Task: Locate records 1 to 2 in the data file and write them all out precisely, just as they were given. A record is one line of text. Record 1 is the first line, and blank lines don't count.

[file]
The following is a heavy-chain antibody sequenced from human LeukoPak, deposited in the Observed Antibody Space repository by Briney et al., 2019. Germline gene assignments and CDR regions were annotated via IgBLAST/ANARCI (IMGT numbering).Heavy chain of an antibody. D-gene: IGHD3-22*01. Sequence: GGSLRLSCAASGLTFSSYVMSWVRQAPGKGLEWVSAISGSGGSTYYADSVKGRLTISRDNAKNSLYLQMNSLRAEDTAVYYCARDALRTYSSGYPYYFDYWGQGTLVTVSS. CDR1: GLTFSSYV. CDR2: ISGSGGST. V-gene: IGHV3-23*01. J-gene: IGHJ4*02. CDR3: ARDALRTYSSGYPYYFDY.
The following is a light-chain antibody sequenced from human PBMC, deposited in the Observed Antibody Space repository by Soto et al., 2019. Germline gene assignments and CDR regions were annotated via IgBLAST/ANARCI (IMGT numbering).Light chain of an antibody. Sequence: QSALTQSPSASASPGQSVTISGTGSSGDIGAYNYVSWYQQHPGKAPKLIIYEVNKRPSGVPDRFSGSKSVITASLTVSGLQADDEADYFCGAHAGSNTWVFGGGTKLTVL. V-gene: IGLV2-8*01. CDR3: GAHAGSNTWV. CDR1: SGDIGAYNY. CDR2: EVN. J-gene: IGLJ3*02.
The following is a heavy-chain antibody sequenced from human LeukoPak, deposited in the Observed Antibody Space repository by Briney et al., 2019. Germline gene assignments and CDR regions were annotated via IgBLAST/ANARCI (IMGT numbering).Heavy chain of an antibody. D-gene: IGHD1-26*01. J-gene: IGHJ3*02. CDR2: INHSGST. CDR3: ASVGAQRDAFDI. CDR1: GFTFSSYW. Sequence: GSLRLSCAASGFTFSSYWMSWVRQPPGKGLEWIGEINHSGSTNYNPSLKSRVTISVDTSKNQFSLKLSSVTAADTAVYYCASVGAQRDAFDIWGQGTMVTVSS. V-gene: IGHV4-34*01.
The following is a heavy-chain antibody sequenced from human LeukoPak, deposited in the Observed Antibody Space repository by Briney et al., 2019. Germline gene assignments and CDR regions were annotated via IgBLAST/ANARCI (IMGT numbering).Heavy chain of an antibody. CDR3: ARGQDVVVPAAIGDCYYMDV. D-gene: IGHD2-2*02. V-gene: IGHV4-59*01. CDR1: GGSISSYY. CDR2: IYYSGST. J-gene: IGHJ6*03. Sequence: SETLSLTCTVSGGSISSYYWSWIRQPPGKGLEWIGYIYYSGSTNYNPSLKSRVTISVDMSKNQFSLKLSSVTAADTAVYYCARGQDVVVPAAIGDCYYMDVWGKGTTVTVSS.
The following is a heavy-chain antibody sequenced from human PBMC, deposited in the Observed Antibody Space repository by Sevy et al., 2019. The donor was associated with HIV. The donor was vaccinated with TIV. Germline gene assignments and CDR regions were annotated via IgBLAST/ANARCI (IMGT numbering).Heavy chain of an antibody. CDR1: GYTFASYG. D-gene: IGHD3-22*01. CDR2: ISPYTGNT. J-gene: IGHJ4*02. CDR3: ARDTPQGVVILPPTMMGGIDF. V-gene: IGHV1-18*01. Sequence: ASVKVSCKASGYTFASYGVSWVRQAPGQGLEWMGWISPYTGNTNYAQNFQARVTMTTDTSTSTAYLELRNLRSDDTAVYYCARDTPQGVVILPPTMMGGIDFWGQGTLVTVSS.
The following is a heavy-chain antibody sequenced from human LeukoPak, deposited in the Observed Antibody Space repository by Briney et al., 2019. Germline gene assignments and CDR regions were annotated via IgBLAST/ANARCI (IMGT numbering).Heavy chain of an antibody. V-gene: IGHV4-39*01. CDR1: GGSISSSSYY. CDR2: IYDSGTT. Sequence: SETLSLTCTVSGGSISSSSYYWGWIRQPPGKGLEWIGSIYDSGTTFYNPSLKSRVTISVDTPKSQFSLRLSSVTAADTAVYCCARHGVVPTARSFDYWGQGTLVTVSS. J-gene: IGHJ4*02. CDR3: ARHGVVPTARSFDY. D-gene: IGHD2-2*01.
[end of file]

The following is a heavy-chain antibody sequenced from human LeukoPak, deposited in the Observed Antibody Space repository by Briney et al., 2019. Germline gene assignments and CDR regions were annotated via IgBLAST/ANARCI (IMGT numbering).Heavy chain of an antibody. D-gene: IGHD3-22*01. Sequence: GGSLRLSCAASGLTFSSYVMSWVRQAPGKGLEWVSAISGSGGSTYYADSVKGRLTISRDNAKNSLYLQMNSLRAEDTAVYYCARDALRTYSSGYPYYFDYWGQGTLVTVSS. CDR1: GLTFSSYV. CDR2: ISGSGGST. V-gene: IGHV3-23*01. J-gene: IGHJ4*02. CDR3: ARDALRTYSSGYPYYFDY.
The following is a light-chain antibody sequenced from human PBMC, deposited in the Observed Antibody Space repository by Soto et al., 2019. Germline gene assignments and CDR regions were annotated via IgBLAST/ANARCI (IMGT numbering).Light chain of an antibody. Sequence: QSALTQSPSASASPGQSVTISGTGSSGDIGAYNYVSWYQQHPGKAPKLIIYEVNKRPSGVPDRFSGSKSVITASLTVSGLQADDEADYFCGAHAGSNTWVFGGGTKLTVL. V-gene: IGLV2-8*01. CDR3: GAHAGSNTWV. CDR1: SGDIGAYNY. CDR2: EVN. J-gene: IGLJ3*02.